As traffic increases on the freeways and key commute corridors in the Silicon Valley, homebuyers have altered their key preferences when looking for a new home. Now, walkability plays a starring role alongside access to public transportation to the list of ‘wants’ buyers desire in their next residence.
Local Silicon Valley tech companies such as Google, Facebook and Apple continue to hire employees from national and international metro areas including Boston, Seattle, London, New York City and even San Francisco. These people are accustomed to easy access to urban amenities in their prior locations and desire the same of their new residence.
Walkability is quantified by Redfin subsidiary WalkScore.com. This website uses an algorithm to rank properties on a scale of 1 to 100, with low scores indicating use of a car is needed and high scores, especially those in the 90-100 range, meaning that daily errands do not require a vehicle.
To determine a Walk Score, simply type in a city or specific address. If a city is used, the website will provide a overarching walk score and provide a list of the most walkable boroughs within it’s boundaries. For example, Santa Cruz has a walk score of 63, transit score of 37 and a bike score of 87. Its most walkable neighborhoods include downtown, Eastside and Beach Hill. Palo Alto has a walk score of 58 and transit score of 36. Its most walkable neighborhoods are University South, Evergreen Park and Downtown North. The Walk Score website also provides information on commuting options as well as public transportation, and the viability of cycling or walking to work or surrounding amenities.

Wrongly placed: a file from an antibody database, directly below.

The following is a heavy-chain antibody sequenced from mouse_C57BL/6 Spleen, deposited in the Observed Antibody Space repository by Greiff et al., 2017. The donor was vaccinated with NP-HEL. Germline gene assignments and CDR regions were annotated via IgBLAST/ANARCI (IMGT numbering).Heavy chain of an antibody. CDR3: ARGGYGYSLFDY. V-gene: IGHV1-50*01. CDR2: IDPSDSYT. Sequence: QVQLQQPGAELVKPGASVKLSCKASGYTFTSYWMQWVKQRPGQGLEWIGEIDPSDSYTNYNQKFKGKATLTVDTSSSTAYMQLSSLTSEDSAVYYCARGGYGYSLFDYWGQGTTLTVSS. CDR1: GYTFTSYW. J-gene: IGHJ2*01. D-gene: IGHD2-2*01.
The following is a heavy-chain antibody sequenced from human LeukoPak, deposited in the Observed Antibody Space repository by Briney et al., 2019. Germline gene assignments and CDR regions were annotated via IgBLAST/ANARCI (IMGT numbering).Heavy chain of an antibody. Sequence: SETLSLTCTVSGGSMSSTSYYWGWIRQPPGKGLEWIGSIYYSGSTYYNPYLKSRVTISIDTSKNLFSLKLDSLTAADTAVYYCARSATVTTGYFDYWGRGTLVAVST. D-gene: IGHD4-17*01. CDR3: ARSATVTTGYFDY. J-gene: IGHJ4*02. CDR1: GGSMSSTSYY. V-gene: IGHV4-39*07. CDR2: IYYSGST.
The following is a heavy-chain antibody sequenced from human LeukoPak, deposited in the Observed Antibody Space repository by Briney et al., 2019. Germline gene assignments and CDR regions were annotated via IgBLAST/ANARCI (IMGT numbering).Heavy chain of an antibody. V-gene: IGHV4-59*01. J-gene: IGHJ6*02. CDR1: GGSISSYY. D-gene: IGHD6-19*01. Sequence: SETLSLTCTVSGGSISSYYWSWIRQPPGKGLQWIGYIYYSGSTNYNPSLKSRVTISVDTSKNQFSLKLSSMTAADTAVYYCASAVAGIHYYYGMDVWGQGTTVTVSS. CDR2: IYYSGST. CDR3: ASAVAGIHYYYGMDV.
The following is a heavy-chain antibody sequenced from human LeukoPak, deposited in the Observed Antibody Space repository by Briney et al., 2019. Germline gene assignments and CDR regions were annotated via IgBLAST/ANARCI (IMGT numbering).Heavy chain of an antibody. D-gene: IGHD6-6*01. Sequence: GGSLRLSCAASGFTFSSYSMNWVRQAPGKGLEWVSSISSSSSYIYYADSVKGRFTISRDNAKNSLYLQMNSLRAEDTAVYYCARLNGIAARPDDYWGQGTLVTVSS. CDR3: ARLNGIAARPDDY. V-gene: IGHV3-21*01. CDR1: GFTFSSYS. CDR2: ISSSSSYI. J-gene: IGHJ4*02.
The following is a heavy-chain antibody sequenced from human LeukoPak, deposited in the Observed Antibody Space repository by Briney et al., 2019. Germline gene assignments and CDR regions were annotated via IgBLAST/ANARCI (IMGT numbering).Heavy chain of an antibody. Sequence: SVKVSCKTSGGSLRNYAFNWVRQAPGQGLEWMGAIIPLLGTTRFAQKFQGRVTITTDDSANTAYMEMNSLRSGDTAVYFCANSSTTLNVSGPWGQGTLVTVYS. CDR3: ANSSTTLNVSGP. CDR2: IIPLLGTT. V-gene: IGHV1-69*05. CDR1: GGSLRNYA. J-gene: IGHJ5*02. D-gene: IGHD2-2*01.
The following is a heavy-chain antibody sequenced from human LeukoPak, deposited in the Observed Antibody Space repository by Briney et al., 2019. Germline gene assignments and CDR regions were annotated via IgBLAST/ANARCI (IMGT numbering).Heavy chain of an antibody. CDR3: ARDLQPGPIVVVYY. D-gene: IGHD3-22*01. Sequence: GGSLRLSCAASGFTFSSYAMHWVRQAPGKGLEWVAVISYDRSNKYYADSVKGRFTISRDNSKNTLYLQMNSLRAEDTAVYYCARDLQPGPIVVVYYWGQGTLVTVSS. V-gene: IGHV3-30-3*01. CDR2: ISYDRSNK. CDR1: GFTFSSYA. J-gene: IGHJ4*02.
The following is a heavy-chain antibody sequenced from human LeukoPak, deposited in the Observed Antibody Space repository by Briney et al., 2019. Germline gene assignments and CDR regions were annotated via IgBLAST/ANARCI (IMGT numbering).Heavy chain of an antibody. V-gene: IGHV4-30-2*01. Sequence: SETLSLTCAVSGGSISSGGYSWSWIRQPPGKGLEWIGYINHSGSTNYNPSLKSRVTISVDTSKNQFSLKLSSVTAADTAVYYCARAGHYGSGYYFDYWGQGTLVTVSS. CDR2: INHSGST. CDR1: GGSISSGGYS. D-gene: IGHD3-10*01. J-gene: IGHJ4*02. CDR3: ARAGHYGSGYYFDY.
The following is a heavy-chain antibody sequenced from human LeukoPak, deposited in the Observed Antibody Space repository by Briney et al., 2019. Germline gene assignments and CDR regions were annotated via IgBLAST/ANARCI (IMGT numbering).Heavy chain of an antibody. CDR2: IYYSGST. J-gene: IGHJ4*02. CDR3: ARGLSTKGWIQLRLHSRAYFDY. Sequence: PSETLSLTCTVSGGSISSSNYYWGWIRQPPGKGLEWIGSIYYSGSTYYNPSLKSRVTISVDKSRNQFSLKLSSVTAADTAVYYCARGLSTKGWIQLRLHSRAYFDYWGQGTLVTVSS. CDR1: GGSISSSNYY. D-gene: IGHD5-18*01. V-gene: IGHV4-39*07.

Many young, Millennial home purchasers are steering away from owning automobiles and instead, use ride share options like Uber and Lyft, public transportation including buses, tech shuttles, BART and CalTrain. If and when possible, they prefer to walk or bike to work, school and within their neighborhood for leisure activities and errands. As such, it is vital that they are able to easily access coffee shops, banks, markets, restaurants, parks and downtown areas. They are willing to forego square footage, large yards and modern updates, opting instead for proximity.
Many new residential developments are being created specifically with pedestrian transportation at its core. According to the Urban Sustainability Directors Network (USDN), walkable, mixed-use communities are popping up across the country. According to the USDN website, “Walkable mixed-use neighborhoods (WMUNs) give residents the opportunity to live, work, shop and dine in a walkable area, one which finds a balance between pedestrians, bicyclists, transit and other motorized vehicles used for business or pleasure. Benefits range from less burdensome home and garden care to strong neighborhood identity to cost savings from avoiding or delaying car ownership.”
Requirements for homeowners varies depending upon their unique situation and personal preferences. But within the past few years, proximity to public transportation and the ability to bike or walk to shops, parks and other services is rising to the top among many in the market to purchase a home in the Silicon Valley. If you are looking to buy a walkable residence in the Silicon Valley or Santa Cruz County, contact The Dawn Thomas Team.